I have always loved the stories of Joshua and Caleb. Their courage to stand up against the other 10 spies and the people of Israel was incredible. Their faith that God would faithfully deliver the Promised Land into their hands never wavered. Their physical and spiritual vitality into what should have been their "waning years" is inspiring.

For many years, I have looked at the following verse as a target for my own life, leadership, and influence:

Israel served the LORD throughout the lifetime of Joshua and of the leaders who outlived him — those who had personally experienced all that the LORD had done for Israel. (Joshua 24:31 NLT)

I want those I love, lead, and influence to faithfully and passionately live for God! I hope that when the final chapter of my life is written that people can say that God used me to inspire others to live for him!

Yet as powerful as this description is, Joshua, Caleb, and those they drew into their circle of leadership failed in one crucial area: their faithfulness, their experience of God, their physical and spiritual vitality was not passed on to future generations. When this circle of faithful leaders passed from the scene, God's people enter one of the darkest eras of Israel's history — a period of repeated moral failure called the period of the Judges.

This observation should stir and humble each of us. In an era where patience is considered a weakness rather than a virtue and urgency dominates our every plan and perspective, we must hear the warning of Israel's history — even if it casts a shadow on some of our greatest heroes! We must live for more than just our own time.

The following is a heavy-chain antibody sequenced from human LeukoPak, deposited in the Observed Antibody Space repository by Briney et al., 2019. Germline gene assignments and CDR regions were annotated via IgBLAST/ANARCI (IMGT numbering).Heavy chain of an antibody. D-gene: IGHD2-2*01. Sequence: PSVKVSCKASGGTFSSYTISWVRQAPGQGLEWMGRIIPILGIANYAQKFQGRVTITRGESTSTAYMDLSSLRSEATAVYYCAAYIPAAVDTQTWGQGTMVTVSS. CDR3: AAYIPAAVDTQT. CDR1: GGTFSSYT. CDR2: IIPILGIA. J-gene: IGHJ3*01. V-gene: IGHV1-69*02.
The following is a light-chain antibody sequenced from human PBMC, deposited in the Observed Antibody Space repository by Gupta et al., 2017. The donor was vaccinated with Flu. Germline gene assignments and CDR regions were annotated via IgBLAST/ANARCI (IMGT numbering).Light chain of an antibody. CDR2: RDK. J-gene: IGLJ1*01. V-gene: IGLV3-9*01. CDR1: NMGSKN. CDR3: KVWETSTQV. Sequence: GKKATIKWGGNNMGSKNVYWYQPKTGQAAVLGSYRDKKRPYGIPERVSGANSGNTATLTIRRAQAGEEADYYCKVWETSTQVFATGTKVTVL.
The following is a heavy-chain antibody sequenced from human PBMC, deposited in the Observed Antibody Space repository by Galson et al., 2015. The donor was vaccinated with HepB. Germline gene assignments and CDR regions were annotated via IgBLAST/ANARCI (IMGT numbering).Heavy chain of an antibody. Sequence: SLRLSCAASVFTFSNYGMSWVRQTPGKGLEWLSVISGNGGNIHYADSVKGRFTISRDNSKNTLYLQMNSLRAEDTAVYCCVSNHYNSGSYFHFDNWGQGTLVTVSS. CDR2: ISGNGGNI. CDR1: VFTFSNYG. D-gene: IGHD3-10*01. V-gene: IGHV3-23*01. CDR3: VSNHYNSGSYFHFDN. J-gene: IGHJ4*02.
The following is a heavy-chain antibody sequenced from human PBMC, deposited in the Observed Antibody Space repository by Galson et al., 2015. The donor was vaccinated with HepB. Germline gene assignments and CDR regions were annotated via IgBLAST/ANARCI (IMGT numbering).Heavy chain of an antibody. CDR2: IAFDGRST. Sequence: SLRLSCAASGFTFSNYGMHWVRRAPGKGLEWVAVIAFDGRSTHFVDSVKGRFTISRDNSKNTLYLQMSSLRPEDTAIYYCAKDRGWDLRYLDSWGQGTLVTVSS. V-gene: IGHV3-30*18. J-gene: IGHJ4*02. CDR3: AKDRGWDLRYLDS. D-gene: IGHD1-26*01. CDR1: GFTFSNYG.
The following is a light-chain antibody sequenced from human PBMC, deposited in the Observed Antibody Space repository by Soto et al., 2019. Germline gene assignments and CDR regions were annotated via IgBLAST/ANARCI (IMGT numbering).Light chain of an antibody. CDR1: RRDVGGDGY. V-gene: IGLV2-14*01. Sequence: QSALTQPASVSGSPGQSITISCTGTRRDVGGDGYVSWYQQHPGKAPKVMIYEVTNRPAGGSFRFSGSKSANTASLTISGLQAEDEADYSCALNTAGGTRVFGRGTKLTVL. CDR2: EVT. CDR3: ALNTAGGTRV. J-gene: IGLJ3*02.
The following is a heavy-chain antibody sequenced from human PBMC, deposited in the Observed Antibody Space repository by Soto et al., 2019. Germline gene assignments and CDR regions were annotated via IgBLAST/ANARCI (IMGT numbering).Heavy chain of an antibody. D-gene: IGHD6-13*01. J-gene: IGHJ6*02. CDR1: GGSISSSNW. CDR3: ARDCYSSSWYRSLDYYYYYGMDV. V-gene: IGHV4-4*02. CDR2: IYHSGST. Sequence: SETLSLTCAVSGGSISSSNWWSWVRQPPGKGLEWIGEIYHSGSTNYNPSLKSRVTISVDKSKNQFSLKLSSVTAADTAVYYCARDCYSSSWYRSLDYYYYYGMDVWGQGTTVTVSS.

The apostle Paul knew the heart of this issue. He urged his "son in the faith," Timothy, to do the following:

Timothy, my dear son, be strong with the special favor God gives you in Christ Jesus. You have heard me teach many things that have been confirmed by many reliable witnesses. Teach these great truths to trustworthy people who are able to pass them on to others. (2 Timothy 2:1-2)

Paul heard the message of Israel's past. While he lived with passion and urgency in the present, he also lived intentionally to pass along faith into the future "generationally."

He lived intentionally to pass along faith.
Notice in his message to Timothy, he urges Timothy to see 4 generations as the target of faith.

  1. me (Paul)
  2. you(Timothy) and many witnesses
  3. reliable witnesses
  4. others

This generational approach to faith is not new to Paul. It was recognized throughout the Old Testament. (Genesis 50:23;  Exodus 20:5-6;  Exodus 34:1-7;  Numbers 14:18-19;  2 Kings 10:30;  Job 42:16-17)

To put the principle into good ol' cornbread English, we are being challenged to live our faith so that our grandchildren's children have faith! That means we live with passion and urgency for today, but we also live intentionally to pass our faith along into the future "generationally."